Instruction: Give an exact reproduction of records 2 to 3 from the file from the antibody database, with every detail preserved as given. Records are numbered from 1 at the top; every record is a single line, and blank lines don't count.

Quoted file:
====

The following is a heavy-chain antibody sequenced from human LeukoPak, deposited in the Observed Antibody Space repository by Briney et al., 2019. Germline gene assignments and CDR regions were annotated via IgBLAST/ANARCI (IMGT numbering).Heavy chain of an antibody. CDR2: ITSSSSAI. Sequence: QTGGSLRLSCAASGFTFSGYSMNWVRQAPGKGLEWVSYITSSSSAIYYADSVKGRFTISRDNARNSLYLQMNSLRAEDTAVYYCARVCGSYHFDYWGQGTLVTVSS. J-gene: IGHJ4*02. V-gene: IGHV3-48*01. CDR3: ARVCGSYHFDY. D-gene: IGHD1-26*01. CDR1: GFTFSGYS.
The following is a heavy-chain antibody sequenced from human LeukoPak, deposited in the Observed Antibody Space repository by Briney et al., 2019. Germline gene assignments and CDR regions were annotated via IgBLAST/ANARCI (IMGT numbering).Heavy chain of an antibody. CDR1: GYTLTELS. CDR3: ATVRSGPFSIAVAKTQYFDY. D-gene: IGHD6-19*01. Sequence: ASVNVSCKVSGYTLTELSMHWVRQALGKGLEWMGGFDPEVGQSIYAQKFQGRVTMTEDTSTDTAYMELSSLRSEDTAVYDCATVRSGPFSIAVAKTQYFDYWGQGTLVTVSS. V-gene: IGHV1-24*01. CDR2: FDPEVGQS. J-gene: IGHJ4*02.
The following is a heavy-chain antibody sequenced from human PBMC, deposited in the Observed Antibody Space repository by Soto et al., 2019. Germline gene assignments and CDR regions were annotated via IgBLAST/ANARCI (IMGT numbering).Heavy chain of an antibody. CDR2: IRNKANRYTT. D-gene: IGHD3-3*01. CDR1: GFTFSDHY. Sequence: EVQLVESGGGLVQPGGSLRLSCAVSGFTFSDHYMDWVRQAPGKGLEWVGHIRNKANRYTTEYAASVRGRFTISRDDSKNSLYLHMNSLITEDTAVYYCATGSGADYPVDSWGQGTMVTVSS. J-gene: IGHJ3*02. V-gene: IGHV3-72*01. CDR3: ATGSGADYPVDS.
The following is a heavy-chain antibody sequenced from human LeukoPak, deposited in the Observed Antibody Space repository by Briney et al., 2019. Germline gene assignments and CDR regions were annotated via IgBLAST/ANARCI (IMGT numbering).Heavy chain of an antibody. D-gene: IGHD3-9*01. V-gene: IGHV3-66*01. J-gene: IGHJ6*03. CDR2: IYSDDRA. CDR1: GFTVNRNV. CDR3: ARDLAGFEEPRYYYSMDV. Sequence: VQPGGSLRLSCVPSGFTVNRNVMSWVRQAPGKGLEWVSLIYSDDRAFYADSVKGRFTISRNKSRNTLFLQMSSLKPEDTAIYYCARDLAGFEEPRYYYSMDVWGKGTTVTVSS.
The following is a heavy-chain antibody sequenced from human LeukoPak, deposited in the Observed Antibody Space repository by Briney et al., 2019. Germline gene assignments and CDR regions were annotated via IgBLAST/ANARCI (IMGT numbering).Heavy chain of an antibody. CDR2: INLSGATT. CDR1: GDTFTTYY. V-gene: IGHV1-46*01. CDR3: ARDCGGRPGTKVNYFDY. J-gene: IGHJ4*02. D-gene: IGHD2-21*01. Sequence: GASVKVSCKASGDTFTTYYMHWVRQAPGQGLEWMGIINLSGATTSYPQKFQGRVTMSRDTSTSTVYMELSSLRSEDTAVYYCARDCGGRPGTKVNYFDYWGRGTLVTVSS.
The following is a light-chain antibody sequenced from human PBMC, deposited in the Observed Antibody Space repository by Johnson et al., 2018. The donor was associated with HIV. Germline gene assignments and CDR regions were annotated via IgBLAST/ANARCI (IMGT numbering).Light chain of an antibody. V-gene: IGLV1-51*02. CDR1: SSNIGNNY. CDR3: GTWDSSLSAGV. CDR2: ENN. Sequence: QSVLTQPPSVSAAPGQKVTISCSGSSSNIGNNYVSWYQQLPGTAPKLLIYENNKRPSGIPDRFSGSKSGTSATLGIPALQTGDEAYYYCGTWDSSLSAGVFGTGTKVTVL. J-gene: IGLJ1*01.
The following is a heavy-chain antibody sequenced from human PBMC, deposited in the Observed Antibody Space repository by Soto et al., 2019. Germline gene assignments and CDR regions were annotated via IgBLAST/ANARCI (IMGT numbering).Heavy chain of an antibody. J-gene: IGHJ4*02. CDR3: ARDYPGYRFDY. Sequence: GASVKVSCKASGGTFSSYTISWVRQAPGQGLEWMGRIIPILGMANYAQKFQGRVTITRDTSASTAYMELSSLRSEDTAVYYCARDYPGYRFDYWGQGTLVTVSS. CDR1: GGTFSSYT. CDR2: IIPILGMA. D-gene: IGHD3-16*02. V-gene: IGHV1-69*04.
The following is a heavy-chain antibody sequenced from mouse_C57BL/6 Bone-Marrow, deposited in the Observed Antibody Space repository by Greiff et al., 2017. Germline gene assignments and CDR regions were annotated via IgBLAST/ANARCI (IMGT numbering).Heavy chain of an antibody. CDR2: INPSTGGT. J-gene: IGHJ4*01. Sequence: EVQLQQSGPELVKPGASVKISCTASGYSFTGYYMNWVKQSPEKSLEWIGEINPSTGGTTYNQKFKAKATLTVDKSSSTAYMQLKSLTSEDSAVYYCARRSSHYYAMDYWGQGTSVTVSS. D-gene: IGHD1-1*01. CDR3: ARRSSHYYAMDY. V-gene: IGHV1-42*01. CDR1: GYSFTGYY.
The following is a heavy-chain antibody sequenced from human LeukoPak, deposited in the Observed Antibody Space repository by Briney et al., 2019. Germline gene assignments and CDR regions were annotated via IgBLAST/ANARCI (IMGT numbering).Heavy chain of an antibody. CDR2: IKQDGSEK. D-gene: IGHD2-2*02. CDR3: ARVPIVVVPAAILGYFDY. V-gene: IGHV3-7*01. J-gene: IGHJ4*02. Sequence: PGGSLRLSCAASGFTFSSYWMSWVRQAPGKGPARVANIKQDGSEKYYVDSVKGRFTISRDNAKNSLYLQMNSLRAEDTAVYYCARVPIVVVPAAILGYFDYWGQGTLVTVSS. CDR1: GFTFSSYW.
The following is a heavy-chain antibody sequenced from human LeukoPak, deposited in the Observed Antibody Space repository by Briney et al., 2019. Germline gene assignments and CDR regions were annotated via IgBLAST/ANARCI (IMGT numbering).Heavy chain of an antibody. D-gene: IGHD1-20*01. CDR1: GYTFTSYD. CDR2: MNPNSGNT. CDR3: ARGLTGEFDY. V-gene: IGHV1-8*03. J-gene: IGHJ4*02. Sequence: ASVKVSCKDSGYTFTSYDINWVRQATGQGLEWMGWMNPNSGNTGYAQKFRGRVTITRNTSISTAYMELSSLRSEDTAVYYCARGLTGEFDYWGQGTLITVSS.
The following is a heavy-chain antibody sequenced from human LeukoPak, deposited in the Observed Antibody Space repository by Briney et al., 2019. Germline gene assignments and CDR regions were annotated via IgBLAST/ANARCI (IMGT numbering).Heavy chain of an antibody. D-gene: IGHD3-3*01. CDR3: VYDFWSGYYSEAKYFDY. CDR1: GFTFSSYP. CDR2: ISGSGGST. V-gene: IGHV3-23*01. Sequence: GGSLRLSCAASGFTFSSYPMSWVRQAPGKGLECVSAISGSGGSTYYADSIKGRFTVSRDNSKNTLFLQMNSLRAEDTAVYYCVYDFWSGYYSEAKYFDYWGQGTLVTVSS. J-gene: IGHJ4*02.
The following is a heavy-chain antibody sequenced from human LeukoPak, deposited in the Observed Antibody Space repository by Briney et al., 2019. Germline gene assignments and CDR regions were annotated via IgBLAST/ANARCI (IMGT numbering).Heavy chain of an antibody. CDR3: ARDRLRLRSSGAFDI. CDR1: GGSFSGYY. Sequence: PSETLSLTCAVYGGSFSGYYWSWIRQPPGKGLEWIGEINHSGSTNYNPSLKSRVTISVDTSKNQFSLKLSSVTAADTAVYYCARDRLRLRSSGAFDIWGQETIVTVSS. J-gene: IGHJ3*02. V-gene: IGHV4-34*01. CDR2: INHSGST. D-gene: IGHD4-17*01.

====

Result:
The following is a heavy-chain antibody sequenced from human LeukoPak, deposited in the Observed Antibody Space repository by Briney et al., 2019. Germline gene assignments and CDR regions were annotated via IgBLAST/ANARCI (IMGT numbering).Heavy chain of an antibody. CDR1: GYTLTELS. CDR3: ATVRSGPFSIAVAKTQYFDY. D-gene: IGHD6-19*01. Sequence: ASVNVSCKVSGYTLTELSMHWVRQALGKGLEWMGGFDPEVGQSIYAQKFQGRVTMTEDTSTDTAYMELSSLRSEDTAVYDCATVRSGPFSIAVAKTQYFDYWGQGTLVTVSS. V-gene: IGHV1-24*01. CDR2: FDPEVGQS. J-gene: IGHJ4*02.
The following is a heavy-chain antibody sequenced from human PBMC, deposited in the Observed Antibody Space repository by Soto et al., 2019. Germline gene assignments and CDR regions were annotated via IgBLAST/ANARCI (IMGT numbering).Heavy chain of an antibody. CDR2: IRNKANRYTT. D-gene: IGHD3-3*01. CDR1: GFTFSDHY. Sequence: EVQLVESGGGLVQPGGSLRLSCAVSGFTFSDHYMDWVRQAPGKGLEWVGHIRNKANRYTTEYAASVRGRFTISRDDSKNSLYLHMNSLITEDTAVYYCATGSGADYPVDSWGQGTMVTVSS. J-gene: IGHJ3*02. V-gene: IGHV3-72*01. CDR3: ATGSGADYPVDS.